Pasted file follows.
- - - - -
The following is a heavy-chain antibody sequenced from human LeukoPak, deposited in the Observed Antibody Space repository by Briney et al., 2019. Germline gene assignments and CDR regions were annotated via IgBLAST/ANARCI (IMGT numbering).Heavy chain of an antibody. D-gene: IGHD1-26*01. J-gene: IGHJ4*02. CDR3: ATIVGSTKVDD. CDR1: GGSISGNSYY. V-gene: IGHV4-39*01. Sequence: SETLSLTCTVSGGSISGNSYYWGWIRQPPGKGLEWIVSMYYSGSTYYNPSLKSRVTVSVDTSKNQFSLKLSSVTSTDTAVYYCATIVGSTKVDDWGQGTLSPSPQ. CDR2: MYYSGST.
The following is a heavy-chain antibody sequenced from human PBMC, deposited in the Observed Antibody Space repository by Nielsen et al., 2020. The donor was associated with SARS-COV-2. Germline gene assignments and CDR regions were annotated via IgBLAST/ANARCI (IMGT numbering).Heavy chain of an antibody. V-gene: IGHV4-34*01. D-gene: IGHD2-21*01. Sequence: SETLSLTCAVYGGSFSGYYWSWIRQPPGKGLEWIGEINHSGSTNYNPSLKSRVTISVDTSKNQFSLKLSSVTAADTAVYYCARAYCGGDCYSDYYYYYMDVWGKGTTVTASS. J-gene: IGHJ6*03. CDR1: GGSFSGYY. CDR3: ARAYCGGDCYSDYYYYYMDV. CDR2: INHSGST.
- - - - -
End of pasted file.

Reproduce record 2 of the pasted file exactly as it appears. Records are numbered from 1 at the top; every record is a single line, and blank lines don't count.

The following is a heavy-chain antibody sequenced from human PBMC, deposited in the Observed Antibody Space repository by Nielsen et al., 2020. The donor was associated with SARS-COV-2. Germline gene assignments and CDR regions were annotated via IgBLAST/ANARCI (IMGT numbering).Heavy chain of an antibody. V-gene: IGHV4-34*01. D-gene: IGHD2-21*01. Sequence: SETLSLTCAVYGGSFSGYYWSWIRQPPGKGLEWIGEINHSGSTNYNPSLKSRVTISVDTSKNQFSLKLSSVTAADTAVYYCARAYCGGDCYSDYYYYYMDVWGKGTTVTASS. J-gene: IGHJ6*03. CDR1: GGSFSGYY. CDR3: ARAYCGGDCYSDYYYYYMDV. CDR2: INHSGST.